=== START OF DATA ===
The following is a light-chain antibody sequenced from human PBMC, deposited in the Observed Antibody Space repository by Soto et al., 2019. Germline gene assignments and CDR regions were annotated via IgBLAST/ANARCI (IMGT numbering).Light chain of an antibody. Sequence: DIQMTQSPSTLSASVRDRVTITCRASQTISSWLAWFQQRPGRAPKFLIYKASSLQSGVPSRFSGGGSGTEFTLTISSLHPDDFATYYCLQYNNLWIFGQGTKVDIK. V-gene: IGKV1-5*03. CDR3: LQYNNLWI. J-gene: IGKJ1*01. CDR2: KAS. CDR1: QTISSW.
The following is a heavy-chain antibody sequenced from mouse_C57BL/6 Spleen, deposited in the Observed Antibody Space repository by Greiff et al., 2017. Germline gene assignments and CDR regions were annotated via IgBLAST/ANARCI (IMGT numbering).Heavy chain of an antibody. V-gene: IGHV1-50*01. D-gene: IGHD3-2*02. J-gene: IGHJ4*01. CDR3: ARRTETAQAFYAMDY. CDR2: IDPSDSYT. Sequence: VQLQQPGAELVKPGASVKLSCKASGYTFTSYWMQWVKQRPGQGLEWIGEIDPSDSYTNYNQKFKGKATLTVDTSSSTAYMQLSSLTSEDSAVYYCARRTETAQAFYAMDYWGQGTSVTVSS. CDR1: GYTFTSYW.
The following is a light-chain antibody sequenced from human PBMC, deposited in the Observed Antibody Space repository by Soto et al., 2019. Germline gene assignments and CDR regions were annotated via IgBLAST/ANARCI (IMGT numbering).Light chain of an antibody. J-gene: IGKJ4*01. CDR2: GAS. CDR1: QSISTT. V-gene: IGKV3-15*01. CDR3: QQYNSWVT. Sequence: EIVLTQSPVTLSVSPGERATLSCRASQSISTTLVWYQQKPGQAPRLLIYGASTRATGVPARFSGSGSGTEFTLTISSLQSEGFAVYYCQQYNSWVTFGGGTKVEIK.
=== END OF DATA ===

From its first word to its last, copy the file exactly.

The following is a light-chain antibody sequenced from human PBMC, deposited in the Observed Antibody Space repository by Soto et al., 2019. Germline gene assignments and CDR regions were annotated via IgBLAST/ANARCI (IMGT numbering).Light chain of an antibody. Sequence: DIQMTQSPSTLSASVRDRVTITCRASQTISSWLAWFQQRPGRAPKFLIYKASSLQSGVPSRFSGGGSGTEFTLTISSLHPDDFATYYCLQYNNLWIFGQGTKVDIK. V-gene: IGKV1-5*03. CDR3: LQYNNLWI. J-gene: IGKJ1*01. CDR2: KAS. CDR1: QTISSW.
The following is a heavy-chain antibody sequenced from mouse_C57BL/6 Spleen, deposited in the Observed Antibody Space repository by Greiff et al., 2017. Germline gene assignments and CDR regions were annotated via IgBLAST/ANARCI (IMGT numbering).Heavy chain of an antibody. V-gene: IGHV1-50*01. D-gene: IGHD3-2*02. J-gene: IGHJ4*01. CDR3: ARRTETAQAFYAMDY. CDR2: IDPSDSYT. Sequence: VQLQQPGAELVKPGASVKLSCKASGYTFTSYWMQWVKQRPGQGLEWIGEIDPSDSYTNYNQKFKGKATLTVDTSSSTAYMQLSSLTSEDSAVYYCARRTETAQAFYAMDYWGQGTSVTVSS. CDR1: GYTFTSYW.
The following is a light-chain antibody sequenced from human PBMC, deposited in the Observed Antibody Space repository by Soto et al., 2019. Germline gene assignments and CDR regions were annotated via IgBLAST/ANARCI (IMGT numbering).Light chain of an antibody. J-gene: IGKJ4*01. CDR2: GAS. CDR1: QSISTT. V-gene: IGKV3-15*01. CDR3: QQYNSWVT. Sequence: EIVLTQSPVTLSVSPGERATLSCRASQSISTTLVWYQQKPGQAPRLLIYGASTRATGVPARFSGSGSGTEFTLTISSLQSEGFAVYYCQQYNSWVTFGGGTKVEIK.